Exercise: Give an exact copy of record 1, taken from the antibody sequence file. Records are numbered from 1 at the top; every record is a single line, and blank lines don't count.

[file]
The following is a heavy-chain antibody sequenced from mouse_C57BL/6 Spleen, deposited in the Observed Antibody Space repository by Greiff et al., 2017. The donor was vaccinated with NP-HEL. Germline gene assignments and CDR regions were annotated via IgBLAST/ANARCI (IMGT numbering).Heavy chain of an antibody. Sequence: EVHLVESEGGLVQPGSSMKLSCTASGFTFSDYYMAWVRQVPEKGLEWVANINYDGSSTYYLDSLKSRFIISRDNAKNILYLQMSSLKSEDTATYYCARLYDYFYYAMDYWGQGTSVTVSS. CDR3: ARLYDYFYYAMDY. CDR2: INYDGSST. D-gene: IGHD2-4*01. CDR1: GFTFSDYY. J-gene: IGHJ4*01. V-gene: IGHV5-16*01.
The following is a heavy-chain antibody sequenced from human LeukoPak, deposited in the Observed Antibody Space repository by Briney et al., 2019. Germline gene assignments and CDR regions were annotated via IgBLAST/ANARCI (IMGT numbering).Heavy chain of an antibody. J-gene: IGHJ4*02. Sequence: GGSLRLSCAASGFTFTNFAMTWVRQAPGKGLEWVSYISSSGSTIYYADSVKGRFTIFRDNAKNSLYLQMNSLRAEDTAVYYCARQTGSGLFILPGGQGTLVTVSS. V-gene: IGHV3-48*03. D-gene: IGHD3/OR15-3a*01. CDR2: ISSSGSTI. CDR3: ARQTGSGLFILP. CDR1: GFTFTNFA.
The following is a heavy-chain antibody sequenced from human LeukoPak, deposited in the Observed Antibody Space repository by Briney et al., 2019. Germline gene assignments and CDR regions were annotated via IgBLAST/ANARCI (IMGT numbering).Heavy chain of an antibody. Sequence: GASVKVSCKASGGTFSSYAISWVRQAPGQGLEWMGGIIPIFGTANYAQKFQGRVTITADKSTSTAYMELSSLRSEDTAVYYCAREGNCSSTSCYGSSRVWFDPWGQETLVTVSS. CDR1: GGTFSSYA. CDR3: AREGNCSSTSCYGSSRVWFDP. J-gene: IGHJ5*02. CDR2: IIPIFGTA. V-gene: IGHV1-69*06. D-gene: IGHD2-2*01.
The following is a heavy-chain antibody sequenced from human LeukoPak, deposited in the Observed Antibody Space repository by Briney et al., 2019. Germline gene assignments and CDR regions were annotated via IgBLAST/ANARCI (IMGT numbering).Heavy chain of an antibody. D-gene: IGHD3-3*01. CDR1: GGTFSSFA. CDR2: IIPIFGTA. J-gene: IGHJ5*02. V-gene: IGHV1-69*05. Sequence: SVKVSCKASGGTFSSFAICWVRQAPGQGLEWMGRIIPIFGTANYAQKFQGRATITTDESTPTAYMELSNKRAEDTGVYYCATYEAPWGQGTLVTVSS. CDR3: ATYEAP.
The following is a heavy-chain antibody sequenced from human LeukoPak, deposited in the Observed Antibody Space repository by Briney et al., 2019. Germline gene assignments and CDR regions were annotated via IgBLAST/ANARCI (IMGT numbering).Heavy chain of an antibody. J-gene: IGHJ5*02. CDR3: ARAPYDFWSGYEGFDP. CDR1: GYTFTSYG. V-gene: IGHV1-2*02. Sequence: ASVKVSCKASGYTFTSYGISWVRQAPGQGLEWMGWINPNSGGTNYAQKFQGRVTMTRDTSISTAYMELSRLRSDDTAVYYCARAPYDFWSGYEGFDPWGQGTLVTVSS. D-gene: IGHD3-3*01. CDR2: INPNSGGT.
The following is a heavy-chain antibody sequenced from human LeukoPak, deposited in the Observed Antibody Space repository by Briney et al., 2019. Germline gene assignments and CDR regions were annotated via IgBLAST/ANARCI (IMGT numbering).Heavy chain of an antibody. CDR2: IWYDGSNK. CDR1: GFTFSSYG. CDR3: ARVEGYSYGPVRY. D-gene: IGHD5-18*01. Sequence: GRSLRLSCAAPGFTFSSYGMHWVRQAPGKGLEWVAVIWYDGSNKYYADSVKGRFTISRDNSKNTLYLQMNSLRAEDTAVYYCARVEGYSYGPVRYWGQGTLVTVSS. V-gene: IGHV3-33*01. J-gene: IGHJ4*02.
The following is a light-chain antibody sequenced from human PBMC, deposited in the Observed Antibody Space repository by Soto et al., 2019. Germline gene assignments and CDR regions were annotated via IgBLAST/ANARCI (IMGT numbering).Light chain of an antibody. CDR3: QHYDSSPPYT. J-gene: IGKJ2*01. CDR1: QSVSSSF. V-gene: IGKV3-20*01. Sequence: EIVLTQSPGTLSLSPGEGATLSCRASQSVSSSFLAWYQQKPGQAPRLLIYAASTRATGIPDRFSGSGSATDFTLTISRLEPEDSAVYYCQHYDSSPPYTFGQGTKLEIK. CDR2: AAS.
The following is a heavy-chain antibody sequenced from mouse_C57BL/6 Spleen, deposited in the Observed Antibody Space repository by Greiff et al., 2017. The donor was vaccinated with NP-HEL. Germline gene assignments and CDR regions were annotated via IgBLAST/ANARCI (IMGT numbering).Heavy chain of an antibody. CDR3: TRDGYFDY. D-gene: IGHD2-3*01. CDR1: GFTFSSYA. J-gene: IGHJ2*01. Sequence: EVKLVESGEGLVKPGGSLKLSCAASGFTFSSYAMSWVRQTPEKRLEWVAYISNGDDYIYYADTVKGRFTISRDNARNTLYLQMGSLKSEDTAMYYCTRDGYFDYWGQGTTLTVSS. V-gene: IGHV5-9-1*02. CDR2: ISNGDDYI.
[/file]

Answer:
The following is a heavy-chain antibody sequenced from mouse_C57BL/6 Spleen, deposited in the Observed Antibody Space repository by Greiff et al., 2017. The donor was vaccinated with NP-HEL. Germline gene assignments and CDR regions were annotated via IgBLAST/ANARCI (IMGT numbering).Heavy chain of an antibody. Sequence: EVHLVESEGGLVQPGSSMKLSCTASGFTFSDYYMAWVRQVPEKGLEWVANINYDGSSTYYLDSLKSRFIISRDNAKNILYLQMSSLKSEDTATYYCARLYDYFYYAMDYWGQGTSVTVSS. CDR3: ARLYDYFYYAMDY. CDR2: INYDGSST. D-gene: IGHD2-4*01. CDR1: GFTFSDYY. J-gene: IGHJ4*01. V-gene: IGHV5-16*01.